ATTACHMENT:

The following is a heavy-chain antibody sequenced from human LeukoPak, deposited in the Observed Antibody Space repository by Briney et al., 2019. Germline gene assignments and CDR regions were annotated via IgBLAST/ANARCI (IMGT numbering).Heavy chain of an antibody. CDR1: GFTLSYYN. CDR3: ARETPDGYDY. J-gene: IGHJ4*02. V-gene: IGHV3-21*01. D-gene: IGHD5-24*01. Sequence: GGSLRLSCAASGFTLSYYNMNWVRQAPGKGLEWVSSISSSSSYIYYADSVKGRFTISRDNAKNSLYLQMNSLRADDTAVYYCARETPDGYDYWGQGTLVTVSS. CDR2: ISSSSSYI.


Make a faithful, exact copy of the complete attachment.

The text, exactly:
The following is a heavy-chain antibody sequenced from human LeukoPak, deposited in the Observed Antibody Space repository by Briney et al., 2019. Germline gene assignments and CDR regions were annotated via IgBLAST/ANARCI (IMGT numbering).Heavy chain of an antibody. CDR1: GFTLSYYN. CDR3: ARETPDGYDY. J-gene: IGHJ4*02. V-gene: IGHV3-21*01. D-gene: IGHD5-24*01. Sequence: GGSLRLSCAASGFTLSYYNMNWVRQAPGKGLEWVSSISSSSSYIYYADSVKGRFTISRDNAKNSLYLQMNSLRADDTAVYYCARETPDGYDYWGQGTLVTVSS. CDR2: ISSSSSYI.